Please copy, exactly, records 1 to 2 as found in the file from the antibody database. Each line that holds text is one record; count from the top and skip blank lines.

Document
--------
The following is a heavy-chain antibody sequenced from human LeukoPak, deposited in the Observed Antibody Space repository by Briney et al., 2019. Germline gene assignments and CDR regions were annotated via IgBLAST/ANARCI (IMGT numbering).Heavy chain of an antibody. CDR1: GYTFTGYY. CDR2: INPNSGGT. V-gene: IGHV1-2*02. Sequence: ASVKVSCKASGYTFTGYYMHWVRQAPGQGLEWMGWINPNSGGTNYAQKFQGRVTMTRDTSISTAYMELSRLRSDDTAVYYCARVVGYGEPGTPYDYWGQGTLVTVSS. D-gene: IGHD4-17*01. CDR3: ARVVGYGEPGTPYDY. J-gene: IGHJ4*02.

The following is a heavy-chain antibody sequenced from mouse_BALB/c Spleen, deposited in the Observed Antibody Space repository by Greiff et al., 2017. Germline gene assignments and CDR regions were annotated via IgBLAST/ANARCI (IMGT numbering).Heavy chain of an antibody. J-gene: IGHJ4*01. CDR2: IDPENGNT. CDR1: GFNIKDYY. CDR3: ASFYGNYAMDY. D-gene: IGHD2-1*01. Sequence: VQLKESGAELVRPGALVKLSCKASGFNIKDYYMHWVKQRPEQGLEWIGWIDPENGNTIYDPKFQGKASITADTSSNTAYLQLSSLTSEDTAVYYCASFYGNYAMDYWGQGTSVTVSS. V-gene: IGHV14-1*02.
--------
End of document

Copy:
The following is a heavy-chain antibody sequenced from human LeukoPak, deposited in the Observed Antibody Space repository by Briney et al., 2019. Germline gene assignments and CDR regions were annotated via IgBLAST/ANARCI (IMGT numbering).Heavy chain of an antibody. CDR1: GYTFTGYY. CDR2: INPNSGGT. V-gene: IGHV1-2*02. Sequence: ASVKVSCKASGYTFTGYYMHWVRQAPGQGLEWMGWINPNSGGTNYAQKFQGRVTMTRDTSISTAYMELSRLRSDDTAVYYCARVVGYGEPGTPYDYWGQGTLVTVSS. D-gene: IGHD4-17*01. CDR3: ARVVGYGEPGTPYDY. J-gene: IGHJ4*02.

The following is a heavy-chain antibody sequenced from mouse_BALB/c Spleen, deposited in the Observed Antibody Space repository by Greiff et al., 2017. Germline gene assignments and CDR regions were annotated via IgBLAST/ANARCI (IMGT numbering).Heavy chain of an antibody. J-gene: IGHJ4*01. CDR2: IDPENGNT. CDR1: GFNIKDYY. CDR3: ASFYGNYAMDY. D-gene: IGHD2-1*01. Sequence: VQLKESGAELVRPGALVKLSCKASGFNIKDYYMHWVKQRPEQGLEWIGWIDPENGNTIYDPKFQGKASITADTSSNTAYLQLSSLTSEDTAVYYCASFYGNYAMDYWGQGTSVTVSS. V-gene: IGHV14-1*02.